SALT LAKE CITY — Dozens of residents of Garden Terrace, a facility that specializes in Alzheimer's and dementia treatment, sat quietly as melodies and harmonies filled the room. They watched the pianist closely as she moved her fingers across the keys, the violinist moving his bow up and down his strings and a performer on a clarinet, transforming simple breaths into beautiful tunes.
The residents at the quaint performance smiled at their performers and were grateful to hear their music.
"I've been in long-term care administration for 19 years," said Gary Burraston, executive director at Garden Terrace. "One thing I find fascinating is that music is different than everything else. It creates a feeling; it changes the mood and brings such a calmness to the room."
The musicians were Utah Symphony volunteers and performed as part of its annual Making Sense of Alzheimer's Month. Throughout May, the Utah Symphony | Utah Opera (USUO) is collaborating with the Alzheimer's Association Utah Chapter to provide families and community members affected by Alzheimer's more access to classical music.
"Alzheimer’s disease and related dementias affect cognitive abilities, not senses," Nick Zullo, the association’s Utah chapter program director, said in a news release. "The joy of seeing and hearing professional musicians perform has a positive effect on functionality and often encourages reminiscence, conversations and endearing connections otherwise forfeited."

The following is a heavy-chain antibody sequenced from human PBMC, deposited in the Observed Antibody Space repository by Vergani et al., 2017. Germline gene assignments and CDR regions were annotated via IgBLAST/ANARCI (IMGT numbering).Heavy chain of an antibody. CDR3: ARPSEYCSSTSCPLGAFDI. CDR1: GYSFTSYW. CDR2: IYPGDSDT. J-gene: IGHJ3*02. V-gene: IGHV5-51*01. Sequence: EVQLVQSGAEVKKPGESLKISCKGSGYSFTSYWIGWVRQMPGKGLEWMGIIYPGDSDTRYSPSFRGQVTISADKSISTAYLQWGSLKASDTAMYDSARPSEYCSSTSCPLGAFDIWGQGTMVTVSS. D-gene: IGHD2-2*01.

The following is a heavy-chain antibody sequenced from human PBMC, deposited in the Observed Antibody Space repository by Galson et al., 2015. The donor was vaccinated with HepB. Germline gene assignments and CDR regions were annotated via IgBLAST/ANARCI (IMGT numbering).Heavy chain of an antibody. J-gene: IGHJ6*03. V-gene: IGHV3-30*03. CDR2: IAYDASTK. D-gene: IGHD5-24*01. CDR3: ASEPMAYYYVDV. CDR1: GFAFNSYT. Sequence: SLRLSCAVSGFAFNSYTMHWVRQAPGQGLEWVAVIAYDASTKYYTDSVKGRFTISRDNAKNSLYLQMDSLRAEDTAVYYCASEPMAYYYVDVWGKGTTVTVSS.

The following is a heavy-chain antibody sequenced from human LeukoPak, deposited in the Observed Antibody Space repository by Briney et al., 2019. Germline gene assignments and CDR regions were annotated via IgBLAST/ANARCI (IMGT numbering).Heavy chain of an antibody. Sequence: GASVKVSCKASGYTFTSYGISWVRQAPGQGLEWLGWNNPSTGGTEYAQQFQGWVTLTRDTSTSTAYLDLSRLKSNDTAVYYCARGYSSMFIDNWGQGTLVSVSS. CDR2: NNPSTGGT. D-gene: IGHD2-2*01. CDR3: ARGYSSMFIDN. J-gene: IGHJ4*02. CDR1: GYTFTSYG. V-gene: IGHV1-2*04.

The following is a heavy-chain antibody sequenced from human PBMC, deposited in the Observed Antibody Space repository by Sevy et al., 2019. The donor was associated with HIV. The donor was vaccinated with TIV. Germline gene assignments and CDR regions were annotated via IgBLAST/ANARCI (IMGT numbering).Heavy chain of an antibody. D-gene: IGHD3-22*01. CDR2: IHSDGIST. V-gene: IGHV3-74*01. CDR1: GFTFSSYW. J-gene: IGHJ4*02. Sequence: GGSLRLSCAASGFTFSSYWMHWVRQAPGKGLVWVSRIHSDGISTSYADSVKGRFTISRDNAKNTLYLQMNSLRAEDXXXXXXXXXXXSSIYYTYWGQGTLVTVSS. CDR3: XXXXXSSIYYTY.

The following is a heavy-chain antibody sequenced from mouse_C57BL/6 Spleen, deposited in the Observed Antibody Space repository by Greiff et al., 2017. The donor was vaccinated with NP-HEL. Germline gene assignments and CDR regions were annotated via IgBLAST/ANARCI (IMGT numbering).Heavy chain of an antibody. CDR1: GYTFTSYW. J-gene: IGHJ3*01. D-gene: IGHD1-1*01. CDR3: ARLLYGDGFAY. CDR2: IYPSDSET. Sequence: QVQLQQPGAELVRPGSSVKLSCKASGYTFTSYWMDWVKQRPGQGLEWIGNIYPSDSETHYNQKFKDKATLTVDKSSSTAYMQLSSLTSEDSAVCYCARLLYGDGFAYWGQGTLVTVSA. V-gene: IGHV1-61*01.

Many symphony musicians have volunteered their time to perform in different care facilities throughout the month, but USUO is also opening the doors of Abravanel Hall for those able to travel.
The month's first Abravanel Hall performance of Saint-SaËns’ "Organ Symphony" May 6 was well received, explained Paula Fowler, USUO’s director of education and community outreach. She hopes the upcoming performances will impact the community, continuing with Monday's production of "Falstaff."
"'Falstaff' is a bubbling comedy that matches the month of May pretty well. The end of the opera is a huge fugue that sounds like rolling waves of laughter," Fowler said. The performances don't just uplift the audience, but the symphony as well, she said. "We have a more intimate touch with part of our audience, and we love seeing how much they appreciate the performances. It's really gratifying."
Making Sense of Alzheimer's Month was a USUO-brainstormed concept initiated a year ago.
"We liked it so much that we're repeating and refining it," Fowler said. "We want to feed people with music and art, and when they come we want them to have a wonderful time. We want them to leave feeling enriched."
Tickets to both "Falstaff" and "The Rite of Spring" are complimentary to Alzheimer's care recipients and one companion, and 20 percent off for other companions. "Falstaff" will be performed Monday at 7:30 p.m. and "Rite of Spring" May 27 at 8 p.m. There are also pre-concert lectures at both performances.
For more information on Making Sense of Alzheimer's Month, call 801-533-6683.